Blog Post by: Dr. John L. Garland, PhD, Director of Research and Student Success – Indigenous Education, Inc.
For many graduate students the Summer season represents a time for catching up with family, friends, coursework, and research – and often in that order. In 2017, Indigenous Education, Inc., home of the Cobell Scholarship, initiated the Cobell Summer Graduate Research Fellowship to support five American Indian and Alaska Native graduate students each year with direct funding to help prioritize research projects throughout the summer months.
Although we are currently in the process of funding our 2018 Cobell Summer Fellows with $5,000 research stipends, last year’s Fellows were completing their Fellowship cycle this summer via national presentation opportunities. Two of our Fellows, Elese Washines (Yakama/Cree/Skokomish) a doctoral student at Oregon State University, and Justin Kaye (Navajo) a graduate pre-med student at the University of Arizona, recently presented summaries of their research projects at the College Board’s Native American Student Advocacy Institute (NASAI) held this June at Kapi’olani Community College in Honolulu, Hawaii. Elese’s research focuses on best practices for teaching secondary mathematics to Native Students and best practices for preparing teachers to teach in rural areas and Justin’s research identifies the effects of relevant Warfarin gene-drug pairs in Hispanic populations in order to improve dose estimations that will be effective and safe.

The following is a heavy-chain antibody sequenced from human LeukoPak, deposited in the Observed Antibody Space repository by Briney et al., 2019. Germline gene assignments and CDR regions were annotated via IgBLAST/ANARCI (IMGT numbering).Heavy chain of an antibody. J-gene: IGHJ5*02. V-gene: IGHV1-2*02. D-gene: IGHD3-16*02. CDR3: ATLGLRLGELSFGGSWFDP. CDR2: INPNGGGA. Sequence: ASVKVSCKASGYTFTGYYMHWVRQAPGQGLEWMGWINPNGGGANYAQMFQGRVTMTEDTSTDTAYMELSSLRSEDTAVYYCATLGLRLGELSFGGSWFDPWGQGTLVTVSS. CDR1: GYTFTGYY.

During my introduction of the Fellows at the Institute, I mentioned that attendees should consider hearing, watching, listening, experiencing, and interacting with our Fellows from a multidimensional perspective. These are Native researchers who are achieving extraordinary levels of personal and academic success. Likewise, the Fellows are conducting important research that supports improving the human condition for Native and non-Natives alike. It’s frequently been my experience that Native graduate student researchers get guided into focusing solely on Native issues. While our Fellows’ work certainly makes positive contributions to Native communities, their research has broader implications for positive societal change reaching across rural and racial boundaries – and this is what makes their journey even more extraordinary. Not only are our Fellows contributing to their community’s success, they are generating positive outcomes beyond our community and I couldn’t be more impressed, excited, or in awe of their journey and accomplishments. Their future is our future and I believe Elouise Cobell is with them every step of the way.
John L. Garland, PhD, CRC
Director, Research & Student Success